The National Energy Board is looking to shore up its training, policies and procedures related to whistleblowers, a change it says is part of a broader “new direction” within the organization.
The NEB issued a call for tender on Wednesday, via the federal government’s procurement website, stating that it is searching for an expert “with substantial experience in dealing with source handling and confidential information in order to provide guidance and to develop procedures, and deliver training on how the NEB should store, handle, record, share and respond to reports that are received from external parties with respect to activities at NEB regulated pipelines and facilities.”
According to spokesperson Darin Barter, the NEB — which is responsible for, among other things, regulatory approval of inter-provincial oil and gas pipelines — is hoping to have the right person in place by next spring. The expert is being brought in as part of the “new direction” undertaken by the NEB, Barter said, and not in response to an upswing in whistleblower tips or a breach in the current system for handling this type of sensitive information.
“People have always been able to contact us via mail, telephone and through an online comment form,” he noted. “But as we look at ways to improve, looking at the whistleblower program was a natural extension of trying to get better.”
Whistleblowers in the private sector are partly protected from retaliation by their employers under the Criminal Code, but only if they report wrongdoing directly to law enforcement officials. Special provincial legislation also exists in numerous (but not all) jurisdictions, further shielding tipsters from threats of dismissal or lawsuits. The Public Servants Disclosure Protection Act has similarly protected whistleblowers in the federal public sector since 2007.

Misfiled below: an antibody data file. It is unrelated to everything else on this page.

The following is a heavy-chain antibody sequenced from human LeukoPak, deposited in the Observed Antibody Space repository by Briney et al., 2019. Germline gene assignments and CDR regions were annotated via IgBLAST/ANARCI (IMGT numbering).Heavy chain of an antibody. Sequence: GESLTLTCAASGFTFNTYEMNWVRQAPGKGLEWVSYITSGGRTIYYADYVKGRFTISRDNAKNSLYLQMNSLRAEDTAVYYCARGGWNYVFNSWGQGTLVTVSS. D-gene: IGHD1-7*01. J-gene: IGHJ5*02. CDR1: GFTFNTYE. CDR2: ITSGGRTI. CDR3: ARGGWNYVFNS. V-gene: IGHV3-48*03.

The NEB has received 17 whistleblower reports over the last three years, said Barter, and every one has led to an investigation being opened.
Barter said the new expert’s mandate will include improving staff training to ensure that rules are understood and tips are properly handled. The NEB cannot contact a source after receiving a tip unless the person has given their express permission, he added, and that won’t change. All tips will continue to be treated as private and confidential.
“We are not going to turn around and contact the company (employing the tipster),” Barter said. “We’re very sensitive to the fact that individuals could be identified.”
One of the NEB’s more recent whistleblower reports came in early 2015, when a source reported numerous safety-code violations at TransCanada Corp. It was the second time in recent years that the NEB opened a probe into safety practices at the major pipeline company following a tip.
The whistleblower behind the first investigation, in 2012, was former TransCanada engineer Evan Vokes. He left the company after raising a series of allegations involving safety practices. A subsequent NEB audit concluded that the Calgary-based firm was non-compliant in four out of nine areas including hazard identification, inspection, risk assessment and control, and management review. Vokes later called the audit “toothless,” claiming that the NEB was not doing enough to prevent future pipeline breaks.